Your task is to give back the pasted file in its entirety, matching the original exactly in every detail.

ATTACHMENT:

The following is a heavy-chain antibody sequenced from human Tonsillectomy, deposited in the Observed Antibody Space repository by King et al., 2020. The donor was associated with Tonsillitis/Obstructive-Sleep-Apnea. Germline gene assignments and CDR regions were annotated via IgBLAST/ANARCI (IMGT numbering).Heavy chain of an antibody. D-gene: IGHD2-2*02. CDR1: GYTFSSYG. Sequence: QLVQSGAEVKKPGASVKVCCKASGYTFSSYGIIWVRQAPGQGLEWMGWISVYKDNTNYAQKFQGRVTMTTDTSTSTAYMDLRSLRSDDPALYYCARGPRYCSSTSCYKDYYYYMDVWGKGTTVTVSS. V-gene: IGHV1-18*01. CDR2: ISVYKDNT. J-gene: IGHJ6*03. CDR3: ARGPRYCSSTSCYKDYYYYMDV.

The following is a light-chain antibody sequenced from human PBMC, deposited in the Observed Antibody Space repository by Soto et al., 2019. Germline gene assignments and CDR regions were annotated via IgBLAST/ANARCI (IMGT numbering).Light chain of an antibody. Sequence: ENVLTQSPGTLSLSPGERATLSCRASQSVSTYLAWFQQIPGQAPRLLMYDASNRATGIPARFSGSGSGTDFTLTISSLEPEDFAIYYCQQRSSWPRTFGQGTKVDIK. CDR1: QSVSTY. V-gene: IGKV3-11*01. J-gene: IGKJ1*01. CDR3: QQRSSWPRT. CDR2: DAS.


The following is a heavy-chain antibody sequenced from human Tonsillectomy, deposited in the Observed Antibody Space repository by King et al., 2020. The donor was associated with Tonsillitis/Obstructive-Sleep-Apnea. Germline gene assignments and CDR regions were annotated via IgBLAST/ANARCI (IMGT numbering).Heavy chain of an antibody. D-gene: IGHD2-2*02. CDR1: GYTFSSYG. Sequence: QLVQSGAEVKKPGASVKVCCKASGYTFSSYGIIWVRQAPGQGLEWMGWISVYKDNTNYAQKFQGRVTMTTDTSTSTAYMDLRSLRSDDPALYYCARGPRYCSSTSCYKDYYYYMDVWGKGTTVTVSS. V-gene: IGHV1-18*01. CDR2: ISVYKDNT. J-gene: IGHJ6*03. CDR3: ARGPRYCSSTSCYKDYYYYMDV.

The following is a light-chain antibody sequenced from human PBMC, deposited in the Observed Antibody Space repository by Soto et al., 2019. Germline gene assignments and CDR regions were annotated via IgBLAST/ANARCI (IMGT numbering).Light chain of an antibody. Sequence: ENVLTQSPGTLSLSPGERATLSCRASQSVSTYLAWFQQIPGQAPRLLMYDASNRATGIPARFSGSGSGTDFTLTISSLEPEDFAIYYCQQRSSWPRTFGQGTKVDIK. CDR1: QSVSTY. V-gene: IGKV3-11*01. J-gene: IGKJ1*01. CDR3: QQRSSWPRT. CDR2: DAS.